3 Designers Weigh in on How to Style Sherwin-Williams’s Color of the Year
Including a no-fail palette.
Updated Oct 11, 2018 11:07 PM
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Sherwin-Williams would like us to calm down. When choosing what would become the brand’s 2021 color of the year, director of color marketing, Sue Wadden, had one thing on her mind. “The home is now the ultimate retreat from the world, and paint is an easy and effective way to create a personal haven,” she explains. So she landed on Urbane Bronze as her pick—a rich charcoal that will anchor any room.
The deep tone is like comfort food for your interiors. It’s relaxing and serene, yes, but also feels inviting and warm; chalk it up to the bronze undertones that keep it from looking too cold. If you are over your white walls and in search of a new neutral, add this to your swatch book. We asked three designers how they’d put their own spin on it.
Sally Breer’s Tip: Rough It Up
“I like seeing it in an extreme texture, like a plaster wall with a lot of movement or a high-gloss tile—otherwise it feels flat to me,” says Breer. She would pair the simple hue with rich jewel-tone accessories (eggplant purple and emerald green are her top picks) to amp up the drama.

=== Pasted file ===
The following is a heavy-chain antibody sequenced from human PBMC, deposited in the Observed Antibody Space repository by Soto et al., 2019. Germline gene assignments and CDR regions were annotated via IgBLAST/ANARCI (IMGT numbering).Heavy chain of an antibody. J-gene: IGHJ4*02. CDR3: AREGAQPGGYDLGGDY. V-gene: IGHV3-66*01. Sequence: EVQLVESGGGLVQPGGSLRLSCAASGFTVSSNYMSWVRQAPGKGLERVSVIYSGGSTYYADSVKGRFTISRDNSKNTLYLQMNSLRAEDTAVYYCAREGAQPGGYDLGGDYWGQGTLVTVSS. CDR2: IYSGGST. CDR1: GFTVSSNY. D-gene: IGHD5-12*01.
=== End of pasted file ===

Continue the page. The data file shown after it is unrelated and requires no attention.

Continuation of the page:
Eneia White’s Tip: Switch Your Canvas
For White, it’s all about finding unexpected spots to slather on this dark color. “Why not embrace charcoal with your molding?” she says. Whether it’s in the ceiling, base, or wall trim, she recommends it for an easy way to switch up boring white surfaces. For the full package, don’t forget about hardware either: “Try replacing your existing vent covers and electrical outlet plates with polished nickel finishes to elevate those accents.”
Britt and Damian Zunino’s Tip: Choose an Easy Palette
For the Studio DB duo, this subdued tint is a softer alternative to black. “Juxtapose it with warm neutrals, like ivory, camel, or blush—but not without adding a jolt of saturated color, such as cobalt blue, red, or USM green,” says Britt. Go by the 60-30-10 design rule for making sure this trio works in scale; it’s up to you which tone you designate to each percentage.
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